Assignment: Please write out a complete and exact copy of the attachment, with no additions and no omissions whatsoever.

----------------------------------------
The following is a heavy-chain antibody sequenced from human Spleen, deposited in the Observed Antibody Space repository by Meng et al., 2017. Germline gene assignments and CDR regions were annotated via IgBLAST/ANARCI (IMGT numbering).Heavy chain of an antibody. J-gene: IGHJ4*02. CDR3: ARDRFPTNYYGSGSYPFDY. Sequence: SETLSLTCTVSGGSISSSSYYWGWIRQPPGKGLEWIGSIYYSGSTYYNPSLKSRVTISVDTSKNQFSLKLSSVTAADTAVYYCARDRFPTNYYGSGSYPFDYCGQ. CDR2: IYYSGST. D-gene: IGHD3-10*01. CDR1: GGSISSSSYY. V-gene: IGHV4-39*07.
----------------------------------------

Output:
The following is a heavy-chain antibody sequenced from human Spleen, deposited in the Observed Antibody Space repository by Meng et al., 2017. Germline gene assignments and CDR regions were annotated via IgBLAST/ANARCI (IMGT numbering).Heavy chain of an antibody. J-gene: IGHJ4*02. CDR3: ARDRFPTNYYGSGSYPFDY. Sequence: SETLSLTCTVSGGSISSSSYYWGWIRQPPGKGLEWIGSIYYSGSTYYNPSLKSRVTISVDTSKNQFSLKLSSVTAADTAVYYCARDRFPTNYYGSGSYPFDYCGQ. CDR2: IYYSGST. D-gene: IGHD3-10*01. CDR1: GGSISSSSYY. V-gene: IGHV4-39*07.